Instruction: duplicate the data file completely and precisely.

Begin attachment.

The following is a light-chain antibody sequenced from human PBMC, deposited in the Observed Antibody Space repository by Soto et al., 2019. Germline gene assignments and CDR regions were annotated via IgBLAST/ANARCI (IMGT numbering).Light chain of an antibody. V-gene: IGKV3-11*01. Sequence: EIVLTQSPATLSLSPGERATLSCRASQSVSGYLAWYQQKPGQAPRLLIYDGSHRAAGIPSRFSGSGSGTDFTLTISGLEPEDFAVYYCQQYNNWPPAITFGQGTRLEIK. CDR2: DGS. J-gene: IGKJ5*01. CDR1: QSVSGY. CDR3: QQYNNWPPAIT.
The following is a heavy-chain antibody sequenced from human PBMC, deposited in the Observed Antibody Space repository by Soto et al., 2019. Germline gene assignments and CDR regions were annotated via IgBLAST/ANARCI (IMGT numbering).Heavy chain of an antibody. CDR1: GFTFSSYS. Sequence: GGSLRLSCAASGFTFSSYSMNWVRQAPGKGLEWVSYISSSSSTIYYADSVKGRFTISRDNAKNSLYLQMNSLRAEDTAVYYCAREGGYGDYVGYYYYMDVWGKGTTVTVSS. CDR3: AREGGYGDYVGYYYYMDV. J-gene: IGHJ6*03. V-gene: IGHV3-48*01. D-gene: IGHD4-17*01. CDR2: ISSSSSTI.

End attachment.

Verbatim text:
The following is a light-chain antibody sequenced from human PBMC, deposited in the Observed Antibody Space repository by Soto et al., 2019. Germline gene assignments and CDR regions were annotated via IgBLAST/ANARCI (IMGT numbering).Light chain of an antibody. V-gene: IGKV3-11*01. Sequence: EIVLTQSPATLSLSPGERATLSCRASQSVSGYLAWYQQKPGQAPRLLIYDGSHRAAGIPSRFSGSGSGTDFTLTISGLEPEDFAVYYCQQYNNWPPAITFGQGTRLEIK. CDR2: DGS. J-gene: IGKJ5*01. CDR1: QSVSGY. CDR3: QQYNNWPPAIT.
The following is a heavy-chain antibody sequenced from human PBMC, deposited in the Observed Antibody Space repository by Soto et al., 2019. Germline gene assignments and CDR regions were annotated via IgBLAST/ANARCI (IMGT numbering).Heavy chain of an antibody. CDR1: GFTFSSYS. Sequence: GGSLRLSCAASGFTFSSYSMNWVRQAPGKGLEWVSYISSSSSTIYYADSVKGRFTISRDNAKNSLYLQMNSLRAEDTAVYYCAREGGYGDYVGYYYYMDVWGKGTTVTVSS. CDR3: AREGGYGDYVGYYYYMDV. J-gene: IGHJ6*03. V-gene: IGHV3-48*01. D-gene: IGHD4-17*01. CDR2: ISSSSSTI.